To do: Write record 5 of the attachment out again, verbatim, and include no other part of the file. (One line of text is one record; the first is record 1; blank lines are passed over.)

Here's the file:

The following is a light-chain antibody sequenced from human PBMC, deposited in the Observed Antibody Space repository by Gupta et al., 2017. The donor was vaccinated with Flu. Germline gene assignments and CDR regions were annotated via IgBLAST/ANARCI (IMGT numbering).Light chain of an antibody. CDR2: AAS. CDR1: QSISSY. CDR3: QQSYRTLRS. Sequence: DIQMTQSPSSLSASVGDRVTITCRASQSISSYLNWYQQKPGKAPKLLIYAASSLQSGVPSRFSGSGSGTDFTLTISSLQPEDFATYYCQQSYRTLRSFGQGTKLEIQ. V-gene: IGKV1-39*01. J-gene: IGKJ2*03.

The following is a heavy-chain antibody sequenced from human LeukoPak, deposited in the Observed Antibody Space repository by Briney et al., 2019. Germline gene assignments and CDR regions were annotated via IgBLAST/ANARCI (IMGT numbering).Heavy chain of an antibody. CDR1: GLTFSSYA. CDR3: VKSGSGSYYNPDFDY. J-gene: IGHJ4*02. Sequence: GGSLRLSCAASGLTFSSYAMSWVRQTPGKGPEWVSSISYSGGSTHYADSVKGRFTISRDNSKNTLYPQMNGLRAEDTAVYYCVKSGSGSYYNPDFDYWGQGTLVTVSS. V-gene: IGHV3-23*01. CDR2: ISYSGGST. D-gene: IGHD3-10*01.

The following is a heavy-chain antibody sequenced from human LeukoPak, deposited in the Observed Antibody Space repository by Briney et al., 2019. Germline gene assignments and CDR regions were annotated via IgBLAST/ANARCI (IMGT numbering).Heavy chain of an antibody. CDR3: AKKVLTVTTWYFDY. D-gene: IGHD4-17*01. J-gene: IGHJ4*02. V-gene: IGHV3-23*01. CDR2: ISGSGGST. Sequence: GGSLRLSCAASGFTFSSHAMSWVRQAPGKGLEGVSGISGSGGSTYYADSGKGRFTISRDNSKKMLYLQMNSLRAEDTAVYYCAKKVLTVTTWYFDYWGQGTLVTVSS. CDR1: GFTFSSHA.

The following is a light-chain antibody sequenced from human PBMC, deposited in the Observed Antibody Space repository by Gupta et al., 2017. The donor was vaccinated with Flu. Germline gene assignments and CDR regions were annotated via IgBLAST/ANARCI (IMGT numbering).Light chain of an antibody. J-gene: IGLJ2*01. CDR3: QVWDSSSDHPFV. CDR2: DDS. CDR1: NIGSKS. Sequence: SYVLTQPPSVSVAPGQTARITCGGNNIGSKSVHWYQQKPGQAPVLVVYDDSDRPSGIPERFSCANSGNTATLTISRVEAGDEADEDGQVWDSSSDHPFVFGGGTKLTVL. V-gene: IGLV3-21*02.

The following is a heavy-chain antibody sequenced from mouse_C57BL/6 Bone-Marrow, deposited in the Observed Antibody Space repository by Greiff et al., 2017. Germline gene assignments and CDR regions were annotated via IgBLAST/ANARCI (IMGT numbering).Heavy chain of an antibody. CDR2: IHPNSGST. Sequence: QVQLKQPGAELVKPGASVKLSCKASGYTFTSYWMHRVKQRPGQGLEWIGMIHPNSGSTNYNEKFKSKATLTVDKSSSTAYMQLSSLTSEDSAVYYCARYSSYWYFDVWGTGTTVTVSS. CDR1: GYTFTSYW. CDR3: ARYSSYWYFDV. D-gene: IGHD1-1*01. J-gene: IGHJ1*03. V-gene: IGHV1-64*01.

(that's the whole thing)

The following is a heavy-chain antibody sequenced from mouse_C57BL/6 Bone-Marrow, deposited in the Observed Antibody Space repository by Greiff et al., 2017. Germline gene assignments and CDR regions were annotated via IgBLAST/ANARCI (IMGT numbering).Heavy chain of an antibody. CDR2: IHPNSGST. Sequence: QVQLKQPGAELVKPGASVKLSCKASGYTFTSYWMHRVKQRPGQGLEWIGMIHPNSGSTNYNEKFKSKATLTVDKSSSTAYMQLSSLTSEDSAVYYCARYSSYWYFDVWGTGTTVTVSS. CDR1: GYTFTSYW. CDR3: ARYSSYWYFDV. D-gene: IGHD1-1*01. J-gene: IGHJ1*03. V-gene: IGHV1-64*01.